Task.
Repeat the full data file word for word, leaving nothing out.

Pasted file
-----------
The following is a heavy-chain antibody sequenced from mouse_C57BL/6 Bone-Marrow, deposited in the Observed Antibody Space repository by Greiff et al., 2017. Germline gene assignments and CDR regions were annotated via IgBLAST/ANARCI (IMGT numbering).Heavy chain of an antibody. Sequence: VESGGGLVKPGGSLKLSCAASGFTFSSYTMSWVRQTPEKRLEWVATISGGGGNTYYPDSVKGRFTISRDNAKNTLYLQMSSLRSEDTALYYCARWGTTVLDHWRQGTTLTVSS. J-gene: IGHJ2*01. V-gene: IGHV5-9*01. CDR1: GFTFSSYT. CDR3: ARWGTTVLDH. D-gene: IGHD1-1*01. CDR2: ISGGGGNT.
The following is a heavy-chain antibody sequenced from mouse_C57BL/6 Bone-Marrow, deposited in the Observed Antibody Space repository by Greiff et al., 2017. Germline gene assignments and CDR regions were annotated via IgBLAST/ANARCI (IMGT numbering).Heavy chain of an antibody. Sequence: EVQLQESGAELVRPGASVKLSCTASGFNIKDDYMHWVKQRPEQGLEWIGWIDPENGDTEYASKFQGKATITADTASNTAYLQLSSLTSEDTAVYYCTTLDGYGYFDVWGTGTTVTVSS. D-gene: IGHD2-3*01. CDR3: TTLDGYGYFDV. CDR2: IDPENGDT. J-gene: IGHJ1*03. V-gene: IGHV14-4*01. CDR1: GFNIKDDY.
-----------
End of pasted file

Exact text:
The following is a heavy-chain antibody sequenced from mouse_C57BL/6 Bone-Marrow, deposited in the Observed Antibody Space repository by Greiff et al., 2017. Germline gene assignments and CDR regions were annotated via IgBLAST/ANARCI (IMGT numbering).Heavy chain of an antibody. Sequence: VESGGGLVKPGGSLKLSCAASGFTFSSYTMSWVRQTPEKRLEWVATISGGGGNTYYPDSVKGRFTISRDNAKNTLYLQMSSLRSEDTALYYCARWGTTVLDHWRQGTTLTVSS. J-gene: IGHJ2*01. V-gene: IGHV5-9*01. CDR1: GFTFSSYT. CDR3: ARWGTTVLDH. D-gene: IGHD1-1*01. CDR2: ISGGGGNT.
The following is a heavy-chain antibody sequenced from mouse_C57BL/6 Bone-Marrow, deposited in the Observed Antibody Space repository by Greiff et al., 2017. Germline gene assignments and CDR regions were annotated via IgBLAST/ANARCI (IMGT numbering).Heavy chain of an antibody. Sequence: EVQLQESGAELVRPGASVKLSCTASGFNIKDDYMHWVKQRPEQGLEWIGWIDPENGDTEYASKFQGKATITADTASNTAYLQLSSLTSEDTAVYYCTTLDGYGYFDVWGTGTTVTVSS. D-gene: IGHD2-3*01. CDR3: TTLDGYGYFDV. CDR2: IDPENGDT. J-gene: IGHJ1*03. V-gene: IGHV14-4*01. CDR1: GFNIKDDY.